Who wants to do great things for God? Who wants to have a lasting impact on the world for Christ? Who wants to be a part of successful and influential ministries?
What Christian doesn’t, right?
If you find yourself wondering what great things God has called you to and considering how you can have a lasting impact on the world, I want to ask you some questions. Just consider these honestly for a moment:
- Where does your desire to “do great things for God” come from?
- Who decides what “great things for God” and “lasting impact for Christ” look like?
- How strong is your desire for success and influence, regardless of whether it is in the spiritual realm or not?
- If God told you that His plans for you included none of your ideas of what “great things for God” and “lasting impact for Christ” look like, how would you feel and how would you respond?
- What I’m asking really boils down to this: are there any traces of selfish spiritual ambition in your life?
“Selfish spiritual ambition,” you may be asking, “is there such a thing?” Is it possible to have selfish ambition even in good, God-honoring desires? I would argue that it is not only possible, but it is running rampant in our Christian culture. Although it is more difficult to spot than the open, obvious ambition of the world (pursuit of money, fame, personal comfort and happiness), selfish spiritual ambition creeps up from the same root—the desire to glorify ourselves above others.
Our culture tells us that achievements are more important than character. We Christians internalize this false doctrine by saying that it is more important for us to do great things for God than just to do what He asks of us. But God’s Word is very plain: “Does the Lord delight in burnt offerings and sacrifices as much as in obeying the voice of the Lord? To obey is better than sacrifice.” (1 Samuel 15:22) God wants our obedience more than He wants us to go out and make a name for Him. He will bring Himself renown—He does not need us to do it. We presume too much when we imagine that God needs us to bring a lost world to Him.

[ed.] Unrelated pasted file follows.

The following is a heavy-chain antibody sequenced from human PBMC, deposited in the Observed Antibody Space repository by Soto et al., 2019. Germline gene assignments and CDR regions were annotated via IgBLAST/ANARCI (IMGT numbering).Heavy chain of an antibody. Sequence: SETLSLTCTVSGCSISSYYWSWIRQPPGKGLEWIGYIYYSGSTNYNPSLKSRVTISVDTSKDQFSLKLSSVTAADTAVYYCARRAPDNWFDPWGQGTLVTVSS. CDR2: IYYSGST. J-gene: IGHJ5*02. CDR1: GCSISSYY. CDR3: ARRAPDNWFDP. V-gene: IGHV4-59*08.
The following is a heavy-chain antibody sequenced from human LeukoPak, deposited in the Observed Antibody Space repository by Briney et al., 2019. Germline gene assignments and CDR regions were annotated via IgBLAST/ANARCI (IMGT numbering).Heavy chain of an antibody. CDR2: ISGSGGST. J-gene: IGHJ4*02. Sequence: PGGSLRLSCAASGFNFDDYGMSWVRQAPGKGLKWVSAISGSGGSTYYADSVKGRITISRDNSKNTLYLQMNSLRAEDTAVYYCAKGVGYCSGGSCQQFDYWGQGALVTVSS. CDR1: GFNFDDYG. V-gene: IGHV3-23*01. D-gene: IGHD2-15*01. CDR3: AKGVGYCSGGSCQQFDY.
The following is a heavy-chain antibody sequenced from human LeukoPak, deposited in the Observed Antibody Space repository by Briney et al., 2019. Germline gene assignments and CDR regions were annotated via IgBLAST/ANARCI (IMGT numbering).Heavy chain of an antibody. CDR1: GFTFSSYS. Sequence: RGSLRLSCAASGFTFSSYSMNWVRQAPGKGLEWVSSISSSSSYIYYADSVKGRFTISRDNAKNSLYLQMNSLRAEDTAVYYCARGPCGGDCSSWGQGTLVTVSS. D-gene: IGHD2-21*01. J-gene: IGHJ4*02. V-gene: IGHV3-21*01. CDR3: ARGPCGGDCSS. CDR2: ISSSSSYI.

It may not seem to you that selfish ambition has crept into Christianity, but let me offer two pieces of evidence.
First, why do you think The Prayer of Jabez was such a success? (Prompting The Prayer Of Jabez For Women, Teens, Kids, Young Hearts, and Little Ones, The Prayer of Jabez Devotional, Prayer Journal, Video Curriculum, Encouragement Cards, and on and on.) I can tell you right now that it’s not because Americans long to pray. It’s because Jabez’ prayer starts like this: “Oh, that you would bless me and enlarge my territory!” Christians living in our culture have bowed down to the foreign gods of our non-Christian friends and neighbors—success, prosperity, and the pursuit of the American Dream. These gods are disguised at times. We dress them in different clothing. We say we want to do great things for God, leave a legacy, and change the world for Him. The fallacy lies in this: only God does great things, the only legacy worth leaving is Christ’s, and the only one who can change the hearts of men is their Maker, Redeemer, and Lord. We crave blessings and larger territories. Maybe they aren’t the same blessings and territories that our secular friends want. Maybe they are good things, like being a missionary or evangelist. But we crave them nonetheless. “We must haves them, my precioussss.” I’m not saying the prayer of Jabez is wrong to pray or that the book isn’t good—I’ve read it and found it to be an encouragement to my spiritual life. But I would say that the fanfare surrounding the uncovering of this “hidden” passage of Scripture and the success in sales and a million spin-offs is a sign of a desire in cultural Christianity that is stronger than a desire for God.